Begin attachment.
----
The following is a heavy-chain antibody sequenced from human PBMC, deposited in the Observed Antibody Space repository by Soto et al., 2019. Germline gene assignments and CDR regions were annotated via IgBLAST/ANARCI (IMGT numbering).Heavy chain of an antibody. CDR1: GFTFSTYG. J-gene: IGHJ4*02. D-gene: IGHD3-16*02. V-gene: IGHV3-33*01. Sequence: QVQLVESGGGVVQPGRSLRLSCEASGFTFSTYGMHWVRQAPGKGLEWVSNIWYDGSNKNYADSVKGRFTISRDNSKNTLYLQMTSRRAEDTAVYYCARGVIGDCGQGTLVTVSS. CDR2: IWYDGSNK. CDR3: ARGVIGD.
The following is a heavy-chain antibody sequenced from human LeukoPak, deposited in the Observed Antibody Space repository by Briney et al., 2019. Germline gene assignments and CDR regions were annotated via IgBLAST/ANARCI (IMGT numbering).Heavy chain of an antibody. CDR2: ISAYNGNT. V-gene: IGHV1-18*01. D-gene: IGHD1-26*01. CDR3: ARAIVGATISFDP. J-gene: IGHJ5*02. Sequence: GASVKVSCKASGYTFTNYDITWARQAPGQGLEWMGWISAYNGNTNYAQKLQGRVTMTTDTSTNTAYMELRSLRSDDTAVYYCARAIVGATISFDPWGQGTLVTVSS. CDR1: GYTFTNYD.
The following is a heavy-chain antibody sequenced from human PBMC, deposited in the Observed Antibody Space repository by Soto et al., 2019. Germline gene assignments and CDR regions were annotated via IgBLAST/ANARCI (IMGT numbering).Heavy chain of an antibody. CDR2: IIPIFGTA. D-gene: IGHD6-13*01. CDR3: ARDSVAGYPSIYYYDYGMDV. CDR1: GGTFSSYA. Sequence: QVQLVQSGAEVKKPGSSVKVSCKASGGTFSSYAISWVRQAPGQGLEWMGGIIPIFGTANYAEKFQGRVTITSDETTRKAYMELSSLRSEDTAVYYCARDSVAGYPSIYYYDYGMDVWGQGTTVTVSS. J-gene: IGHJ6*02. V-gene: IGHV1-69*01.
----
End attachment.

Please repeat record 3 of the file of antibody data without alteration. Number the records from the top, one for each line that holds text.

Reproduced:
The following is a heavy-chain antibody sequenced from human PBMC, deposited in the Observed Antibody Space repository by Soto et al., 2019. Germline gene assignments and CDR regions were annotated via IgBLAST/ANARCI (IMGT numbering).Heavy chain of an antibody. CDR2: IIPIFGTA. D-gene: IGHD6-13*01. CDR3: ARDSVAGYPSIYYYDYGMDV. CDR1: GGTFSSYA. Sequence: QVQLVQSGAEVKKPGSSVKVSCKASGGTFSSYAISWVRQAPGQGLEWMGGIIPIFGTANYAEKFQGRVTITSDETTRKAYMELSSLRSEDTAVYYCARDSVAGYPSIYYYDYGMDVWGQGTTVTVSS. J-gene: IGHJ6*02. V-gene: IGHV1-69*01.